Thank you for your input Jean Claude.

It appears to me you have put my intended communication in more technical terms.

I am advocating for keeping the disk flat until just before liftoff and then tilting the disk into the wind so the lift off is in a straight line.

I have flown with some flight instructors that advocate for tilting the disk into the wind as airspeed increases and I feel this is not best practice.

If I lift off with the disk flat (cyclic centered) in a wind with from the left I will move right across the runway at very low altitude until I tilt the disk left.

If for some reason I touch back down as I am moving across the runway it will at the least cause a perturbation and at worst a tip over.

The way I know I guessed at the left tilt correctly is she smoothly lifts off over the centerline with no left or right cyclic input.

Additionally I encourage keeping gyroplane aligned with the ground track with the rudder (uncoordinated flight) until a positive rate of climb is established so if I touch back down it is not problematic.

It is a compromise because most gyroplanes don’t climb as well in uncoordinated flight so if I just let her turn into the wind she will get away from the ground sooner.

From the Rotorcraft Flying Handbook on how to do cross wind takeoffs:

“Begin the maneuver by aligning the gyroplane into the wind as much as possible. At airports with wide runways, you might be able to angle your takeoff roll down the runway to take advantage of as much headwind as you can. As airspeed increases, gradually tilt the rotor into the wind and use rudder pressure to maintain runway heading. In most cases, you should accelerate to a speed slightly faster than normal liftoff speed. As you reach takeoff speed, the downwind wheel lifts off the ground first, followed by the upwind wheel. Once airborne, remove the cross-control inputs and establish a crab, if runway heading is to be maintained. Due to the maneuverability of the gyroplane, an immediate turn into the wind after lift off can be safely executed, if this does not cause a conflict with existing traffic.”

I feel my opinion is in conflict with the Federal Aviation Administration guidelines and as a Certificated Flight Instructor it is my job to teach to the standards.

This may be why I am in conflict with some other flight instructors on crosswind takeoff procedures.

I teach and demonstrate the FAA procedure so my clients can pass the FAA practical test and then demonstrate what I prefer and explain the reasons for my preference.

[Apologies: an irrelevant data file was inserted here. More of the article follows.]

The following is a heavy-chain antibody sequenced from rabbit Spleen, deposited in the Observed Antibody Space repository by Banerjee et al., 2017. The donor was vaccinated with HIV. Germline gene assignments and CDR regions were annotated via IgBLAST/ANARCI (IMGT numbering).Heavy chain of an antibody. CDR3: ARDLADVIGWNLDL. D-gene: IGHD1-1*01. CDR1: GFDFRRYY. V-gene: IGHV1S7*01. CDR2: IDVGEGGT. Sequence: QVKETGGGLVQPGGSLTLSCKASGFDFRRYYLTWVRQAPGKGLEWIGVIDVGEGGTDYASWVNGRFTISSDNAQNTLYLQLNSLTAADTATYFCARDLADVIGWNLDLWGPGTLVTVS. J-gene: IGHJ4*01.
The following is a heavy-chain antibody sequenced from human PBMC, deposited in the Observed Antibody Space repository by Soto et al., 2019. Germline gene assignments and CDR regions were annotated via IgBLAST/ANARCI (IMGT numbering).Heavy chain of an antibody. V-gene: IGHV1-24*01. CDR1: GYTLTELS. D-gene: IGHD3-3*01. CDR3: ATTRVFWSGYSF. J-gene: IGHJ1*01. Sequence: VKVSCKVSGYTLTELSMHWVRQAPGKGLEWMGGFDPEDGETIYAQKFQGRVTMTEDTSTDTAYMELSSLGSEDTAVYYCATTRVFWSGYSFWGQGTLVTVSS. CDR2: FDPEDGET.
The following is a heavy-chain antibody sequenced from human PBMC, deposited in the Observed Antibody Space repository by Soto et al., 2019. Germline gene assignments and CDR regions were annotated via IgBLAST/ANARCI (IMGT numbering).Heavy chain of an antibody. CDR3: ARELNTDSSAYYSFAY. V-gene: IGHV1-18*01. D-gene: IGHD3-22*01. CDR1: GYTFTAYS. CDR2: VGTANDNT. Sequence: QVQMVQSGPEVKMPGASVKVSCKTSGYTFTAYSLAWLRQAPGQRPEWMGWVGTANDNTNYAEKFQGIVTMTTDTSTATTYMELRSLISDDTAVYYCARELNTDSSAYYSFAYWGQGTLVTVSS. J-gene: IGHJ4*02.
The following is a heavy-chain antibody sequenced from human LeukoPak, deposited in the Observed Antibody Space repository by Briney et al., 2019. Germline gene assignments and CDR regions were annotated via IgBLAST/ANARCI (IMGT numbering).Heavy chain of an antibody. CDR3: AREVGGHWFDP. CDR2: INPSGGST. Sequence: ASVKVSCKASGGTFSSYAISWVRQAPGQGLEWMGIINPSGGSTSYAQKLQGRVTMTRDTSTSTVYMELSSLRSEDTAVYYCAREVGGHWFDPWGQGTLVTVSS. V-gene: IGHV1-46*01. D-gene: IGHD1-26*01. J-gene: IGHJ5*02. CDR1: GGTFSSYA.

I feel there have been some mishaps from tilting the disk into the wind prematurely.
 

Mike G

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I seem to remember we've had this discussion before but I can't find the thread.

Mike G
 

JEFF TIPTON

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Mike G

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Jeff
Thank you, I couldn't find it with this new forum.
I think my post 48 explains what JC is telling us.
I can confirm what he says, when testing the GWS with the stick back and hard into a cross wind with "normal" pre rotation Rrpm the GWS gives me a flapping risk warning due to the slow rotor acceleration that it doesn't do when the stick is hard back and centralized.
Mike G
 

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On crosswind I simply start with a slight tilt into the wind to start pre-rotation but as I go past 120 rotor RPM I centralize the stick and continue to prerotate till 180 to 200 and then begin my ground roll with stick centered and pulled back. As gyro lifts off the ground it tries to establish crab into the wind. I can counter that with a little cross control of stick into wind and opposite rudder till I get to an altitude I am comfortable with where I coordinate the controls (usually 50 to 100 feet) and let the gyro fly a crabbed heading over the runway but coordinated to get best rate of climb.
 

Jean Claude

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Vance,
My bad English let me understand that you were tilting the disc against the wind during the run until the take-off. But I had misunderstood.
Thanks for your clarification
 

Vance

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Vance,